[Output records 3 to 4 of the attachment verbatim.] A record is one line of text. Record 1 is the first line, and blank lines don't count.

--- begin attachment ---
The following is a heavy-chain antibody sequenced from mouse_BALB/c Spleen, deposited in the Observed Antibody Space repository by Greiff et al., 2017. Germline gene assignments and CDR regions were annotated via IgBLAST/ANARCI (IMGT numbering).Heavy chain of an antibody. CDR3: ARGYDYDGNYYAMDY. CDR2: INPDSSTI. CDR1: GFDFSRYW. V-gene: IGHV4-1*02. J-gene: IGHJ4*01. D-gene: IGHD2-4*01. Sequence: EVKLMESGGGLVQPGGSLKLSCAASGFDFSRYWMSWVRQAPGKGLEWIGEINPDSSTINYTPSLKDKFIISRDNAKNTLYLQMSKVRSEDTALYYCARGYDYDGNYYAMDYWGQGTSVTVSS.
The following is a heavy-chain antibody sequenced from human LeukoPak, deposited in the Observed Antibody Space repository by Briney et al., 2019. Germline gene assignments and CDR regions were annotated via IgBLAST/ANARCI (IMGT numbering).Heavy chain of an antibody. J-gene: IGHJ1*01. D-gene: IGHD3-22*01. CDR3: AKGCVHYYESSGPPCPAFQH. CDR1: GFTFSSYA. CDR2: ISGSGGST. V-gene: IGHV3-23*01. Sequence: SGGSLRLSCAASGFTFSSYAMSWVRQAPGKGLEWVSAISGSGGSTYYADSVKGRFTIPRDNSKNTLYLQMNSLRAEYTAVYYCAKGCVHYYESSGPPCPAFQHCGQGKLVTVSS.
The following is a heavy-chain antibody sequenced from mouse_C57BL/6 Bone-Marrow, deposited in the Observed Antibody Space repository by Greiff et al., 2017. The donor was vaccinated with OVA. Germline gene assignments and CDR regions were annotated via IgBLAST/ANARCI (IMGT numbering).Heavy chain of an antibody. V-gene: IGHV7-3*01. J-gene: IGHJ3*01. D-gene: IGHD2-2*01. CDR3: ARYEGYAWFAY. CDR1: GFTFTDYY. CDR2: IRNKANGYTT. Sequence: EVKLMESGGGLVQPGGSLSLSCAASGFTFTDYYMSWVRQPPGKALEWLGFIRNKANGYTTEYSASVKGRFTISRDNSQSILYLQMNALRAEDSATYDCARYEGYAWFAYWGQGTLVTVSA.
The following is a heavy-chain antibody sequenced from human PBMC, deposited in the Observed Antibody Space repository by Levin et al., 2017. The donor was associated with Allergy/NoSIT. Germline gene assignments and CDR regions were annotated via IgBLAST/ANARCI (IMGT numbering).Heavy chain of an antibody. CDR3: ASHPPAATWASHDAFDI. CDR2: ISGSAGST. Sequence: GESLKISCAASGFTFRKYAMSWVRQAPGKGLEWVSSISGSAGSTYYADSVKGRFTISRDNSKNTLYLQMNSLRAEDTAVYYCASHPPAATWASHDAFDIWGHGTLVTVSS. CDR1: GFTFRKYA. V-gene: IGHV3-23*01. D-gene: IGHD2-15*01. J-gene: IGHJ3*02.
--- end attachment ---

The following is a heavy-chain antibody sequenced from mouse_C57BL/6 Bone-Marrow, deposited in the Observed Antibody Space repository by Greiff et al., 2017. The donor was vaccinated with OVA. Germline gene assignments and CDR regions were annotated via IgBLAST/ANARCI (IMGT numbering).Heavy chain of an antibody. V-gene: IGHV7-3*01. J-gene: IGHJ3*01. D-gene: IGHD2-2*01. CDR3: ARYEGYAWFAY. CDR1: GFTFTDYY. CDR2: IRNKANGYTT. Sequence: EVKLMESGGGLVQPGGSLSLSCAASGFTFTDYYMSWVRQPPGKALEWLGFIRNKANGYTTEYSASVKGRFTISRDNSQSILYLQMNALRAEDSATYDCARYEGYAWFAYWGQGTLVTVSA.
The following is a heavy-chain antibody sequenced from human PBMC, deposited in the Observed Antibody Space repository by Levin et al., 2017. The donor was associated with Allergy/NoSIT. Germline gene assignments and CDR regions were annotated via IgBLAST/ANARCI (IMGT numbering).Heavy chain of an antibody. CDR3: ASHPPAATWASHDAFDI. CDR2: ISGSAGST. Sequence: GESLKISCAASGFTFRKYAMSWVRQAPGKGLEWVSSISGSAGSTYYADSVKGRFTISRDNSKNTLYLQMNSLRAEDTAVYYCASHPPAATWASHDAFDIWGHGTLVTVSS. CDR1: GFTFRKYA. V-gene: IGHV3-23*01. D-gene: IGHD2-15*01. J-gene: IGHJ3*02.